Elementary School Tech Support

My son attends an elementary school that’s fairly advanced in what they’re offering in the way of classroom technology. The school allows students to bring in their own laptops, has a number of activities that make use of computers, and seems to be doing a good job of integrating this technology into the school environment.

But there’s a problem. The school encourages students to bring in their own laptop computers (and I think they have a supply of simple netbooks for any student that doesn’t want to bring in their own) but the school board refuses to help students get on the wireless network.

On top of that, the school board requires that student computers have up-to-date antivirus software (if Windows; Mac OS computers are exempt from that requirement). The board has configured the network to require a WPA key to get online, and to use a proxy server for access to the Internet (which isn’t unreasonable).

The proxy server is configured to check that the computer meets the antivirus requirement before letting the user log in to the network. This check is done by way of a software agent that the student must download and install onto their own computer. The agent listens on a number of TCP ports and reports to the proxy server whether the computer is “safe” and can be allowed onto the network.

Once the proxy server has verified that the computer’s antivirus is working and up to date, the proxy server lets the request get a little farther and prompts for a login. Each student has their own login, so that network traffic is traceable back to the originator. Once the student logs in – presto, they’re online.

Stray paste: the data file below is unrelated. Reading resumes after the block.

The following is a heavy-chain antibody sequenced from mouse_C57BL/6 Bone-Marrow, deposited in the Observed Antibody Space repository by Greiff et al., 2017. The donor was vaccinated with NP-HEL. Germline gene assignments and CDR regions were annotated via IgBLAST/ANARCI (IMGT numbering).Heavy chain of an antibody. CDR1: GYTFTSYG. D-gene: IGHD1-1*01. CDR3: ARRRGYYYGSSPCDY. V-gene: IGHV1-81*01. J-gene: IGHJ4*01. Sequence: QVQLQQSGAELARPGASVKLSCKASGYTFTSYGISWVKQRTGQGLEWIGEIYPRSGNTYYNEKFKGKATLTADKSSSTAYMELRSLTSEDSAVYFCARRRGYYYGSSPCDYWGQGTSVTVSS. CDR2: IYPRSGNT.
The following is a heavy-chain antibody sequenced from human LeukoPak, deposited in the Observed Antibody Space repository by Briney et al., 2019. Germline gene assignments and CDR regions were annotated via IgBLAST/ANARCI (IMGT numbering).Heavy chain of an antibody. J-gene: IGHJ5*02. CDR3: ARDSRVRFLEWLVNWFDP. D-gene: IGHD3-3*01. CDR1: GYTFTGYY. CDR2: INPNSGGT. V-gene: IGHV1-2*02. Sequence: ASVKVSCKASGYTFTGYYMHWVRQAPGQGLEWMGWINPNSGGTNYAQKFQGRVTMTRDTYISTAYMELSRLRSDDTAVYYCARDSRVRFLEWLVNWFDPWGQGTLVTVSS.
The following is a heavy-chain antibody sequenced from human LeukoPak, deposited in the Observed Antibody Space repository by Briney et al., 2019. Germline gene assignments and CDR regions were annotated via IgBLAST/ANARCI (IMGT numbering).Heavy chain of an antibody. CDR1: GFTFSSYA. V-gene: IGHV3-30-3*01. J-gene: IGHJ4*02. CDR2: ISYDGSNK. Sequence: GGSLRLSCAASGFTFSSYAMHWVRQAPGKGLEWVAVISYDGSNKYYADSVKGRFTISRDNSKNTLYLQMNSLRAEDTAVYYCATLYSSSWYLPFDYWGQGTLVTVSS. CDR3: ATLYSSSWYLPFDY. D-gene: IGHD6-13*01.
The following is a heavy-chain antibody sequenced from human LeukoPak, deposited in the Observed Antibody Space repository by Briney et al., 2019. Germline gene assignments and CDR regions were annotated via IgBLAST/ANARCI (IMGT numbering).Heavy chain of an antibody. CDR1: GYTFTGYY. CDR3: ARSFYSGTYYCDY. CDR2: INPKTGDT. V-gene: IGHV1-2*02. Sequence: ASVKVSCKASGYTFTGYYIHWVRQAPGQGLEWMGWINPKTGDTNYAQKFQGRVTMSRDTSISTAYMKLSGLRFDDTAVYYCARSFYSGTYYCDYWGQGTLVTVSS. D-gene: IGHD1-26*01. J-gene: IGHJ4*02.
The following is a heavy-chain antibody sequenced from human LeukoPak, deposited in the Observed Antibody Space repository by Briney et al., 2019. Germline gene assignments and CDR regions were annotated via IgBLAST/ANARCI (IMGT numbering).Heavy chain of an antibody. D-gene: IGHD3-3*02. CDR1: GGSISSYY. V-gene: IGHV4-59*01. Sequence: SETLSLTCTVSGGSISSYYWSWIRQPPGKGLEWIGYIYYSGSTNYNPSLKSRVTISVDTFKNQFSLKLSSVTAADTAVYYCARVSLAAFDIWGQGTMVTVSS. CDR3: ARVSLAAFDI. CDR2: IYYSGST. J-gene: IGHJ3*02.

Now, if you’re not already, think to yourself, “how many ways could this possibly go wrong?”

The principal mentioned that they were having some technology troubles and I volunteered to help. I’ve been by the school a few times now and each time there are more laptops waiting for me to take a look at. I’m amazed at the number of ways that this configuration can go wrong.

For example. Did you catch that the board requires that the computers have up-to-date antivirus software? And did you catch that the board requires that the student download a program and run it so that the proxy server can check to make sure the antivirus software is running? Some of the students had problems where the antivirus software had quarantined the security agent, and prevented the students from running it.

The network uses a proxy autodiscovery script to inform the clients where to locate the proxy server. But the autodiscovery pointed at the wrong server, so most computers needed to override it. This is a misconfiguration on the part of the school board and I’m hoping that can be resolved without too much trouble.

Some students would download the 32 bit version of the agent instead of the 64 bit version, or vice versa, and get an error message that they didn’t understand.

One system I looked at would bluescreen when trying to install the agent. The second time through, it installed, and the system got online no trouble after that. Strange.

Another system has a problem where the wireless status shows that it’s online, but the computer doesn’t have an IPv4 address. Windows seems to think the IPv4 stack isn’t bound to the wireless adapter. Reinstalling the network driver may fix that, but I’m afraid to try it without knowing for sure that the wireless driver will reinstall correctly – I don’t want to break anyone’s computer.

Another system, the local firewall was blocking the proxy’s request back to the security agent. The agent apparently requires ports 8192, 8193, and 8194 be open.

This is bad.

I can understand the school board’s reluctance to take ownership of problems on student laptops. But the combination of the proxy server, the antivirus requirement and the security agent requirement has created a system that users won’t encounter anywhere else and aren’t going to be able to resolve on their own.

But you know, I’ll bet there are a lot of techies out there that wouldn’t mind spending an hour at a school helping kids with computer problems. Many schools have equipment that they need help using, or could be making better use of if they only knew how. The question is, how to connect those dots.